This week we witnessed the end of the two-month-long summer hit reality TV show ‘Love Island’. This show has grown in popularity this year in its fourth year of existence, largely due to a dedicated social media following, but from a business stance it has shown how an in-house TV production can generate a lot of revenue both through advertising sales and importantly the selling of the concept to other countries from around the world.
When looking at various reality TV shows, from The X Factor to Britain’s Got Talent to The Voice and many more, you are likely to find local versions in countries you are visiting from Germany to Vietnam. Over the past decade, it seems that the reality TV shows get the millennials – those that fall between the age bracket of 18-34 – really hooked, and from a revenue standpoint, the longer the show the higher the gross earnings are for a TV company.
For those wondering why new contestants were still being introduced to the Villa in Love Island even two weeks before the show Finale, perhaps looking at the financial returns might answer that question. It is estimated that ITV2 have charged anything between £30,000 and £50,000 for brands to feature on Love Island this year. Big sponsors of Love Island were expected to pay a minimum of £1m to become a sponsor. With the main brand sponsoring the show, high street giants Superdrug, shelling out more than £4m for its headline sponsorship. Some of the other main brands that got an extensive airtime during the British summer include: Ministry of Sound, Missguided and Kellogg’s. One might argue that ITV has a no deposit freespins approach when it comes to its sponsorship goals.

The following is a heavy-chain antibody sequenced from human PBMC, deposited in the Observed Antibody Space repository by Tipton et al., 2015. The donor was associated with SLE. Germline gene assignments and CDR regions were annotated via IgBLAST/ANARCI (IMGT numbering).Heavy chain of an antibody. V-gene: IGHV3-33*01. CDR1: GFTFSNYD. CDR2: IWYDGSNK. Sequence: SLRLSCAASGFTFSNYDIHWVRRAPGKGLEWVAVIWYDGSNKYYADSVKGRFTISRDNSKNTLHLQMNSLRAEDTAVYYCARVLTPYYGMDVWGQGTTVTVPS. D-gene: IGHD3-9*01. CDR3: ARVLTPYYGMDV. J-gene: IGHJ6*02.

With a captive audience of tens of millions for ITV, both live and on-demand, it really is a win-win situation for both advertisers and ITV. However, the big revenue maker derives from the selling of international versions of Love Island to other countries, along with other popular reality TV shows amounting to a 55% rise in revenues for ITV, making them a cool 247m in the first six months of 2018. Add this to the 16% rise for the programme-making division of ITV and you will get £801m that forms over half of ITV’s total external revenue.
If that’s not enough, fans of the show were now able to buy their very own personalised Love Island water bottles and other accessories. Not to mentions the availability of the App and a daily podcast too and even the Love Island beach at Thorpe Park. When comparing all this revenue making through a TV show to the World Cup 2018which cost ITV tens of millions to broadcast, it becomes a no-brainer as to what the ITV executives will want to outlay their money on in the coming years.